ER nursing can definitely help keep things in perspective and humble the hardest hearts
One night, a young teenager presented to the ER with anaphylaxis. The child had eaten a meal that was prepared in peanut oil. The child had never been prescribed an epi-pen. We worked on this child with all our heart and souls. The parents were there the whole time, and saw the efforts we were putting into saving him. I think that we were all driven by some familiarity of having children. After what seemed an eternity, the mother told us to stop, and let her son pass with dignity. We had to let go. We didn’t win this one. The parents left the room briefly in order to allow us to clean the patient up as family would be there soon to pay respects. When they left, we all had a moment of exhale. All of us cried and called to check on our own babies afterwards.
Sometimes ER nursing places us in alignment with our humanness. Experiencing trauma, chaos, violence, and mental taxation can lead to burnout, decreased productivity and physical ailments. Other things to consider in such a setting is that breaks, lunches, or sitting may never happen on your shift. Learning to prepare for this can make work not be so grueling. However, at the end of the shift, there may be many lives saved due to the ER nurses’ diligence.
ER nurses have the opportunity to become Board Certified in Emergency Nursing (BCEN, CEN). This certification adds credibility to their skillset. Some facilities will provide merit increases for these certifications. Also, Advanced Practice RNs can function as midlevel providers in the ER as Nurse Practitioners.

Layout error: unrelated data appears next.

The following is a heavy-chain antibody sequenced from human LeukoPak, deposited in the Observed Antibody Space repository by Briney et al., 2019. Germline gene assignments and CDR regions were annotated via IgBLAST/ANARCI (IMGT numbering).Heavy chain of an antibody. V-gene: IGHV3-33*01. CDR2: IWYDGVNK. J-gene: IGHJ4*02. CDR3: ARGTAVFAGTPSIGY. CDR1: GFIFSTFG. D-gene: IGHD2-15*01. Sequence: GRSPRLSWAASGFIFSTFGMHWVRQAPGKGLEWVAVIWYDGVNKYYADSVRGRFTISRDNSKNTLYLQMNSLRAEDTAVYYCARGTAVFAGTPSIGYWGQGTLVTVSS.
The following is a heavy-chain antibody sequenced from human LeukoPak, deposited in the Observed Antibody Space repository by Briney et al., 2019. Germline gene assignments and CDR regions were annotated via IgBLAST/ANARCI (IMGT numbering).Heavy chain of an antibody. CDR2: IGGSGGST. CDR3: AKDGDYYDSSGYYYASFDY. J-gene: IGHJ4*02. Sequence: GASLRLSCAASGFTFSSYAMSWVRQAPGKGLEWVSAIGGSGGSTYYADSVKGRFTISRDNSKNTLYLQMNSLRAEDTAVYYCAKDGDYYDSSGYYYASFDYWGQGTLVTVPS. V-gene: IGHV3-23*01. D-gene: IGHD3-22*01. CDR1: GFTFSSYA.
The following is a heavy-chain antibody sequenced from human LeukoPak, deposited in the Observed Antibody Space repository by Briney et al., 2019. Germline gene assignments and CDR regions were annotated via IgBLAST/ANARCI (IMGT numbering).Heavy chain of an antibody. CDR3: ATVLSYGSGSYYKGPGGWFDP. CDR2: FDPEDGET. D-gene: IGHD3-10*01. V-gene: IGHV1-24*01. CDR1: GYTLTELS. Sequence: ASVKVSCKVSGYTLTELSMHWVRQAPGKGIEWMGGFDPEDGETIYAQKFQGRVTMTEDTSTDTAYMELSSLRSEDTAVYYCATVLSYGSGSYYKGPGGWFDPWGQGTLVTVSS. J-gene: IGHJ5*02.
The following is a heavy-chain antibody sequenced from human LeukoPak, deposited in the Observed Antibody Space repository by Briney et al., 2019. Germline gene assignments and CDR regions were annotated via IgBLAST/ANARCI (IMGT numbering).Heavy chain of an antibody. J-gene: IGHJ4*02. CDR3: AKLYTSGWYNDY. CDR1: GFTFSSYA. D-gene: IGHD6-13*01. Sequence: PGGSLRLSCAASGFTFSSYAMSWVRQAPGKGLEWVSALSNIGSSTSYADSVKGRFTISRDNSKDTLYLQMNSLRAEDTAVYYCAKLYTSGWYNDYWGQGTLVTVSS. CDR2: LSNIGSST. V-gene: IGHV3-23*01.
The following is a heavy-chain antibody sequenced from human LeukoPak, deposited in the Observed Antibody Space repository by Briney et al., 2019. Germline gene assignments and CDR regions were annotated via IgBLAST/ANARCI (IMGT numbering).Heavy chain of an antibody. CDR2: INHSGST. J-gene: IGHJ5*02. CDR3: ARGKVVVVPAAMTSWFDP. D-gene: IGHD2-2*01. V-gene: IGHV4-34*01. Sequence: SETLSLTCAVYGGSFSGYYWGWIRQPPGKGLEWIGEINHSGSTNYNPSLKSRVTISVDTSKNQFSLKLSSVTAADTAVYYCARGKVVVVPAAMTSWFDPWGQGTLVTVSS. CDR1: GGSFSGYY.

ER nursing can prove to be a career that fits nicely into travel nursing. We know that emergencies will happen daily, so why not choose where you will provide that nursing care?
If an ER nurse is from a rural ER, they can opt for an assignment in a larger trauma center where they may have the opportunity to learn new skills and understanding. Also, some critical access hospitals and facilities are paying impressive incentives for experienced ER nurses to staff those facilities with limited resources. None the less, ER nurses must be flexible and ready to hit the ground running.
Traveling as an ER nurse can help nurses make a difference no matter the destination. If you are ready to add some diversity to your life, travel nursing may be ideal. The key is to find a company or recruiter that can assure you are valued and a good fit for assignments. All around the world, ER nurses are needed to be the comforting hand and voice of calm in all situations.
By Jennifer Petrea, RNJennifer Petrea is a Registered Nurse from Concord, with clinical experience that includes critical care, ER, trauma, hospice & palliative care and case management. Jennifer is currently pursuing a Master’s Degree in Nursing and certification as a Clinical Nurse Leader. Jennifer also works as a freelance writer for various medical, health and fitness projects.